Last week, the House Judiciary and Intelligence committees approved a bill that would begin the process of restoring constitutional limits to dragnet government surveillance. While a praiseworthy step in the right direction, the progress to date remains both entirely too slow, and deferential to the intelligence agencies.
Congress should immediately pass the USA FREEDOM Act, and then get back to work to pass the further restrictions on NSA spying necessary to render it compliant with the First and Fourth amendments.
A limited reform package
Several observers have noted various ways in which the bill passed out of the committees last week leaves a great deal to be desired. The House committees watered down the bill's provisions before approving it, undermining its ability to meaningfully restrain government spying.
For instance, the revised bill would fail to stop "back door searches," through which the government targets Americans for surveillance while claiming to target foreigners in order to evade legal restrictions created in the 1970s after the agencies were caught spying on peaceful domestic social movements. In addition, the measure that would have created a public advocate to lend some legitimacy to the secret FISA court was scuttled. Instead, the court will retain discretion to appoint a panel of privacy advisors.
Finally, the revised bill fails to ensure transparency. Its public reporting requirements, watered down in committee, previously would have covered a number of domestic surveillance activities, including controversial National Security Letters long abused by the FBI.
This week, a coalition of 30 organizations wrote to Congress to address vulnerabilities where "several technical corrections and clarifications to the bill are required if Congress is to help ensure that the bill language is not misinterpreted and its stated goal of ending bulk collection is met." Encyclopedic writer and analyst Marcy Wheeler questioned "whether the bill will actually expose more kinds of US person records to the scrutiny of the NSA." And Georgetown law professor David Cole said "the biggest mistake any of us could make would be to conclude that this bill solves the problem."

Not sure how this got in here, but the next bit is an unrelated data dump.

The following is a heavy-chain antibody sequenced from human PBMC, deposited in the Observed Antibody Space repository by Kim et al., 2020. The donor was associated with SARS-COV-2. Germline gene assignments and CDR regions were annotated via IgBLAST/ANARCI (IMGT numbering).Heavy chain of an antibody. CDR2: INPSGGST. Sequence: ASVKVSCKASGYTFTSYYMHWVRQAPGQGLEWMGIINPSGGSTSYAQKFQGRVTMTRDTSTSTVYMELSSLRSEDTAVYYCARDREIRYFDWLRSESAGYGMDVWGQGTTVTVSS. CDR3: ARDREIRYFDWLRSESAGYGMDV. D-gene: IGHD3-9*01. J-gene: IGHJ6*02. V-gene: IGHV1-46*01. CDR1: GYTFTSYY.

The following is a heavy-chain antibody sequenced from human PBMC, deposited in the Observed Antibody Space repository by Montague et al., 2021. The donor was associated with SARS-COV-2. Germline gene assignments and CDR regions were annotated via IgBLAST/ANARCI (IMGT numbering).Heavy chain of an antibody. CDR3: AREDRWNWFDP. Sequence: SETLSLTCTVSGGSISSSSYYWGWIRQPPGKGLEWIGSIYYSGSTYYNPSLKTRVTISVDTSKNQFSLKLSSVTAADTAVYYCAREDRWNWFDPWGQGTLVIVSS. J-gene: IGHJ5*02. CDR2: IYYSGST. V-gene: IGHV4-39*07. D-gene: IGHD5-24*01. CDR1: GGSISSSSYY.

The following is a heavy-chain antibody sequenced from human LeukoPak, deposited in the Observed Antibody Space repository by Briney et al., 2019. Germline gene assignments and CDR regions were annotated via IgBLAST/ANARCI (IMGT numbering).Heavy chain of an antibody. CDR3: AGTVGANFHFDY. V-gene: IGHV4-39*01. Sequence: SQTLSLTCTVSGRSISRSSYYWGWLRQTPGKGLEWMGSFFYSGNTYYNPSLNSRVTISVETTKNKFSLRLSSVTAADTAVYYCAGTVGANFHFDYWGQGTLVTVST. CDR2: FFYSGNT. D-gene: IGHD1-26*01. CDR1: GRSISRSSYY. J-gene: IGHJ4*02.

Most fundamentally, Danielle Brian from the Program on Government Oversight said, "We cannot expect this bill to protect privacy and civil liberties while the public and Congress continue to be in the dark about the policies in practice."
These concerns are all valid. Unfortunately, they're just the beginning of the story.
Deferring to agencies despite a decade of secret crimes
Beyond particular concerns with changes wrought by Senate committees to the USA FREEDOM Act are a series of broader problems. Despite its welcome progress, the policy reform process reflects a troubling pattern of congressional deference to agencies and officials without any legitimate basis.
No senior intelligence agency official has confirmed even a single instance in which the NSA dragnet helped stop a potential terrorist attack. Multiple independent review panels have affirmatively reached the conclusion that NSA surveillance has never actually helped protect national security, despite the self-protecting statements of executive officials to the contrary.
Meanwhile, some of those very same officials have been caught red-handed lying to Congress, about matters as fundamental as whether the NSA is spying on millions of Americans. The Director of National Intelligence misled Congress, despite having advance written notice of that question, prompting several members of Congress to seek his appropriate prosecution for perjury.
Instead, the officials implicated in mass constitutional crimes all remain in place, and only after a year since learning the facts is Congress finally taking steps to restore the rule of law.
The proportionate response to the Snowden revelations would be to remove the entire senior leadership of the domestic intelligence agencies. The fact that the agencies' leadership remains in place -- despite the revelation of over a decade of unconstitutional surveillance that has poisoned our nation's international relations and undermined our constitutional legacy, self-protecting lies to Congress, the misappropriation of public funds, and documented abuses of these programs facilitating potential domestic violence --renders suspect so-called policy "reforms" that ultimately defer to their interests.
Restoring a legitimate baseline for debate
Skepticism of intelligence agencies should inflect Congress' review of substantive measures to restrain their powers. If domestic surveillance has never helped national security, and the officials in charge of it have lied to Congress, why should the prevailing practice be an appropriate baseline from which to proceed?
The 9/11 Commission confirmed that limited data collection was not the vulnerability exploited by the 9/11 hijackers. Rather, our agencies had information they needed to stop the attacks, but failed to share it among themselves. To that extent, the NSA dragnet is a bait and switch.
Congress should require the agencies to justify their post-9/11 powers from the preceding baseline, rather than the one they've managed to construct through a decade of lies.
Among the over 25 competing proposals pending before Congress, only one was developed to return domestic surveillance to a constitutional baseline: the Surveillance State Repeal Act endorsed by the New York Times. Members of Congress interested in fulfilling their oaths of office should cosponsor it and work to ensure its passage, even while supporting the more meager and resignatory reforms embodied in the amended USA FREEDOM Act.
This article was originally published on the People's Blog for the Constitution and is reprinted here with the author's permission.